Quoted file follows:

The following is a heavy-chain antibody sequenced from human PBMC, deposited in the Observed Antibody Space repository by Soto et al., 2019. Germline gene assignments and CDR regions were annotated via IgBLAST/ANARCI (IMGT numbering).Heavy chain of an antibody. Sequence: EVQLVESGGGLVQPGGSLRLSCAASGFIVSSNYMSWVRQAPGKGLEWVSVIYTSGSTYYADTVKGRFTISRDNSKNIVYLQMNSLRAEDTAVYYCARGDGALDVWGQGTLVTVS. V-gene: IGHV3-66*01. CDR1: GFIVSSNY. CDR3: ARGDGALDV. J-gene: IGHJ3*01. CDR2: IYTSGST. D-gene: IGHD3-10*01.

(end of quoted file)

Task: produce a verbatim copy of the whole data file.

The following is a heavy-chain antibody sequenced from human PBMC, deposited in the Observed Antibody Space repository by Soto et al., 2019. Germline gene assignments and CDR regions were annotated via IgBLAST/ANARCI (IMGT numbering).Heavy chain of an antibody. Sequence: EVQLVESGGGLVQPGGSLRLSCAASGFIVSSNYMSWVRQAPGKGLEWVSVIYTSGSTYYADTVKGRFTISRDNSKNIVYLQMNSLRAEDTAVYYCARGDGALDVWGQGTLVTVS. V-gene: IGHV3-66*01. CDR1: GFIVSSNY. CDR3: ARGDGALDV. J-gene: IGHJ3*01. CDR2: IYTSGST. D-gene: IGHD3-10*01.